Its five strategic priorities are access to markets, people, productivity, research and academia, and regulations. The call for action comes after a ScotlandIS member consultation found the majority of respondents are concerned about the impact of the EU referendum result, with three quarters predicting it will negatively impact access to skilled staff, sales, and customer confidence.
On exports, 62% anticipate a negative impact on their sales overseas, with 22% willing to consider relocating their business. Respondents were split on the question of their ability to attract growth capital, with 53% expecting a negative impact compared with 47% predicting no change or a positive impact.
Polly Purvis, chief executive of ScotlandIS, says: “Businesses in Scotland’s digital technologies sector are looking for decisive action that will reduce economic and political uncertainty, protecting sales and customer confidence. In particular, they want reassurance and certainty about the future status of EU citizens working in the UK and vice versa.
“The digital technologies industry makes a significant contribution to the Scottish economy and we believe it will become even more important in coming years due to its flexibility and international outlook. Furthermore, digital technologies can help all sectors of the economy to increase productivity through, for example, business and process transformation, ecommerce and the increased use of data analytics to inform decision making. This represents an exceptional opportunity for our industry as significantly increased productivity must be one of the key strategies for Scotland’s economy to remain competitive post-Brexit.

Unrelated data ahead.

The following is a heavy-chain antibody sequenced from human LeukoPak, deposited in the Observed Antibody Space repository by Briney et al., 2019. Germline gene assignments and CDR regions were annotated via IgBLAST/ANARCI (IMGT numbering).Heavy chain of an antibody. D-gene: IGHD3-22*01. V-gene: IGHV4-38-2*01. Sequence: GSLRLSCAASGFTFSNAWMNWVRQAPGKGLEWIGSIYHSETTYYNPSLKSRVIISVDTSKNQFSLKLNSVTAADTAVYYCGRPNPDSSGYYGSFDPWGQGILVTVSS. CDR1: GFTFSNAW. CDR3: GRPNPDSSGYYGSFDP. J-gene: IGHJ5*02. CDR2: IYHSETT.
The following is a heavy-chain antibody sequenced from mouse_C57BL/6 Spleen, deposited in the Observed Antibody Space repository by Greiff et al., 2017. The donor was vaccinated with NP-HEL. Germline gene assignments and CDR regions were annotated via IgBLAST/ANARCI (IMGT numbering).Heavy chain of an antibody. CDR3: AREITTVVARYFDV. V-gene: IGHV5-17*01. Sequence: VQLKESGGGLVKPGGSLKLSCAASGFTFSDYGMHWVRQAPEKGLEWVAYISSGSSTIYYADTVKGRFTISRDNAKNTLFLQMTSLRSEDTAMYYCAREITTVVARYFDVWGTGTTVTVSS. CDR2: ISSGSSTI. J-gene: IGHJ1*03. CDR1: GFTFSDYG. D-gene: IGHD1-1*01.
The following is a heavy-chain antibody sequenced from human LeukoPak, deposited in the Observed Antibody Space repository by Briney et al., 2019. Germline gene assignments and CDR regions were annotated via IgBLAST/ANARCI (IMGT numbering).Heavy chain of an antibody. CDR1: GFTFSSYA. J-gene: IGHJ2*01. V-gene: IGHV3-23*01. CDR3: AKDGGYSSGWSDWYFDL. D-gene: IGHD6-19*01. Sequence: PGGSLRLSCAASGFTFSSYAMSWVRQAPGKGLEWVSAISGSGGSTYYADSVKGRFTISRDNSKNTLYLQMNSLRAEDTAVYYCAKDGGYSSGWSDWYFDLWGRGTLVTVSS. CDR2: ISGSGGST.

“Negotiators must take the needs of our industry into account, including continued access to the European Single Market and to EU research funding, when agreeing the terms of our new relationship with the EU.
“While negotiations on eventual exit will take time, we want the UK and Scottish Governments to take immediate action on skills and productivity, to create a competitive workforce truly capable of meeting today’s and tomorrow’s challenges with a clear commitment to digital skills education for everyone. This will be more important than ever in a post-Brexit business environment.
“Tackling the productivity problem head on, together with additional and accelerated investment in the communications infrastructure, innovation challenges, export initiatives, and support to prepare companies for new markets can help to rebalance the economy. By addressing these issues now, Scotland and the UK will be in a better position whatever the final outcome of negotiations.”
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